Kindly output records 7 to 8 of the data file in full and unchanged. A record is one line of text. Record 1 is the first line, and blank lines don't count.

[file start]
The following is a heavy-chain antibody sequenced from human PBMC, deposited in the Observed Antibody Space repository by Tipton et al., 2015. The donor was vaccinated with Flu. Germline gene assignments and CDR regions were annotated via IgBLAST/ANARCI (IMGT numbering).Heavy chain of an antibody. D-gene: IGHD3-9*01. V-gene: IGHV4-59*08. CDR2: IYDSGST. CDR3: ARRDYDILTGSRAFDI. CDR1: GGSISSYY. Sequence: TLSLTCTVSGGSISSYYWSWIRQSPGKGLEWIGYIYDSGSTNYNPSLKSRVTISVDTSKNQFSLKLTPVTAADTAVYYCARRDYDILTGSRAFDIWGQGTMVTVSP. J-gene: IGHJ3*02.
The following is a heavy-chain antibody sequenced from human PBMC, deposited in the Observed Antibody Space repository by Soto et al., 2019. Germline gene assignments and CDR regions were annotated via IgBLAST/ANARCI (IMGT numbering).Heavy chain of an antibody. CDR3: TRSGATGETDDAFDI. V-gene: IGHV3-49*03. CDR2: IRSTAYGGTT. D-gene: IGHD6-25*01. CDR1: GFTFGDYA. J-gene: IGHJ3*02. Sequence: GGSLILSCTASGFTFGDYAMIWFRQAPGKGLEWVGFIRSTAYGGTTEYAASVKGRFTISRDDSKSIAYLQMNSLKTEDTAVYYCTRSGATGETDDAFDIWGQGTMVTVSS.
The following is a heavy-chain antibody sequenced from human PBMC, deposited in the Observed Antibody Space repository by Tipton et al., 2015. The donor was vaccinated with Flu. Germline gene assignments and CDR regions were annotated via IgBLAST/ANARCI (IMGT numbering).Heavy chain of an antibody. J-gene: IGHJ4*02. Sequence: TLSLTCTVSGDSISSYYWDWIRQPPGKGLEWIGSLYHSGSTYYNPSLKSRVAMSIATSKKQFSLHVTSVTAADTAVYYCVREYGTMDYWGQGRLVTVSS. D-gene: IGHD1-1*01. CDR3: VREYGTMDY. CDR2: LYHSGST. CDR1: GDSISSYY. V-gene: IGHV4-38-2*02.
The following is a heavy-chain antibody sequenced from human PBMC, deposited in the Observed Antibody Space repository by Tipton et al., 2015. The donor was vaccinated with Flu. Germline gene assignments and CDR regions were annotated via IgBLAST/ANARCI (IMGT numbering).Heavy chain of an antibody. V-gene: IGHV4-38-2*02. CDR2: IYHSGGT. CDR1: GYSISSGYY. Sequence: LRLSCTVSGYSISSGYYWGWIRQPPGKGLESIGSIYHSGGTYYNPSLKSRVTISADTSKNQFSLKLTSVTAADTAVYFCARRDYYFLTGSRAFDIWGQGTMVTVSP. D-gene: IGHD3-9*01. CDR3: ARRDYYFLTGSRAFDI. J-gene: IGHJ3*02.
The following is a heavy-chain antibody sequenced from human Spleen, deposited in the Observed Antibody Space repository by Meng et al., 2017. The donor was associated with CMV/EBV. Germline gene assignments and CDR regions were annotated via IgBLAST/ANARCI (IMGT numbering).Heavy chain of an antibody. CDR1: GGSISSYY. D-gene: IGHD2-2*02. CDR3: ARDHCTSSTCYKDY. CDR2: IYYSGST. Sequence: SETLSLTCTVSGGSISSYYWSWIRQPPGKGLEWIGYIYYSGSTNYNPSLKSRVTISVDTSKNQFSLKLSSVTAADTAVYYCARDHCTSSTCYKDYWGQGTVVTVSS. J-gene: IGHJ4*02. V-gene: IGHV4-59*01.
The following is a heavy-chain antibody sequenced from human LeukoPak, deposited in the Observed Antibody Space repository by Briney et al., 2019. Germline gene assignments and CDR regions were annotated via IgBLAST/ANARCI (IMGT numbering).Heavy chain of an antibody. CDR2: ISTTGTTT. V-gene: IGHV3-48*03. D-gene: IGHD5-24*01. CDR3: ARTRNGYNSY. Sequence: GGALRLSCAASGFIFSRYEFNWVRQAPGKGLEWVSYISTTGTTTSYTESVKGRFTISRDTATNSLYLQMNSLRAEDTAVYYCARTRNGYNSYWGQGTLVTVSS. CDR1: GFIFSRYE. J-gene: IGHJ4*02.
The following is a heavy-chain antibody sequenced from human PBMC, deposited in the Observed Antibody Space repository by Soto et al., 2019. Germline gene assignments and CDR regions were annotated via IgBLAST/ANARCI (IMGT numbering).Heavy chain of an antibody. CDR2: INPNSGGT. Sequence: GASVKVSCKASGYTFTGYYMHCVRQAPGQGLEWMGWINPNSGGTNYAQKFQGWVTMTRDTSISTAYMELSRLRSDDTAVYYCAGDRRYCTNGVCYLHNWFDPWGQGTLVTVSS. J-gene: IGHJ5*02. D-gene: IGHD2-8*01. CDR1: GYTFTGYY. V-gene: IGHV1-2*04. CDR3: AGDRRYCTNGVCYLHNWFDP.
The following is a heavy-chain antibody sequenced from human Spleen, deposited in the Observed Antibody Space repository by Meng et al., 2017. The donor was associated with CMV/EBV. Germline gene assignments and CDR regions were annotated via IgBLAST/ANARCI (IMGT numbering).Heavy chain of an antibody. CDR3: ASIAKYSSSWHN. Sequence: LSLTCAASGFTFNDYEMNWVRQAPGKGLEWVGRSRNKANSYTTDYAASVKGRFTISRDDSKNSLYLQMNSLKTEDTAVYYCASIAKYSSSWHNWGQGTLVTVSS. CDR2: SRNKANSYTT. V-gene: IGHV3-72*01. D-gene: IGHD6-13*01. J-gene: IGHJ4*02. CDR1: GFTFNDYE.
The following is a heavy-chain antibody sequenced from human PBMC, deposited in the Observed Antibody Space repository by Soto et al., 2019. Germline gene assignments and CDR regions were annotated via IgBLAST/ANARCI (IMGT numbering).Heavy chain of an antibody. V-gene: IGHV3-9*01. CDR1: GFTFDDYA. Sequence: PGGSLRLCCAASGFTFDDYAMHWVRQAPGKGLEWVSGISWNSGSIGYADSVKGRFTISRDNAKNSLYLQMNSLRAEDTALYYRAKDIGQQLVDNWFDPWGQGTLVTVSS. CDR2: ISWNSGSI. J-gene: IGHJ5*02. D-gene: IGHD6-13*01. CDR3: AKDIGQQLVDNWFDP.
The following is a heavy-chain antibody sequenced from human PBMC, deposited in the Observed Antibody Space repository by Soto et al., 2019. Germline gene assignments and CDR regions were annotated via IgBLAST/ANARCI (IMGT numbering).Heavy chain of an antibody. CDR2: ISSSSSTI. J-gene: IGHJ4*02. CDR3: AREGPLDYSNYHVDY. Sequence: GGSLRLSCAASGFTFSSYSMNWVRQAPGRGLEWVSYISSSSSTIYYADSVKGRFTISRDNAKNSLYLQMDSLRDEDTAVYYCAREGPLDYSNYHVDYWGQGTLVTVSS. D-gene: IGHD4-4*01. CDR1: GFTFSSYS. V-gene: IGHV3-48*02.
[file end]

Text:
The following is a heavy-chain antibody sequenced from human PBMC, deposited in the Observed Antibody Space repository by Soto et al., 2019. Germline gene assignments and CDR regions were annotated via IgBLAST/ANARCI (IMGT numbering).Heavy chain of an antibody. CDR2: INPNSGGT. Sequence: GASVKVSCKASGYTFTGYYMHCVRQAPGQGLEWMGWINPNSGGTNYAQKFQGWVTMTRDTSISTAYMELSRLRSDDTAVYYCAGDRRYCTNGVCYLHNWFDPWGQGTLVTVSS. J-gene: IGHJ5*02. D-gene: IGHD2-8*01. CDR1: GYTFTGYY. V-gene: IGHV1-2*04. CDR3: AGDRRYCTNGVCYLHNWFDP.
The following is a heavy-chain antibody sequenced from human Spleen, deposited in the Observed Antibody Space repository by Meng et al., 2017. The donor was associated with CMV/EBV. Germline gene assignments and CDR regions were annotated via IgBLAST/ANARCI (IMGT numbering).Heavy chain of an antibody. CDR3: ASIAKYSSSWHN. Sequence: LSLTCAASGFTFNDYEMNWVRQAPGKGLEWVGRSRNKANSYTTDYAASVKGRFTISRDDSKNSLYLQMNSLKTEDTAVYYCASIAKYSSSWHNWGQGTLVTVSS. CDR2: SRNKANSYTT. V-gene: IGHV3-72*01. D-gene: IGHD6-13*01. J-gene: IGHJ4*02. CDR1: GFTFNDYE.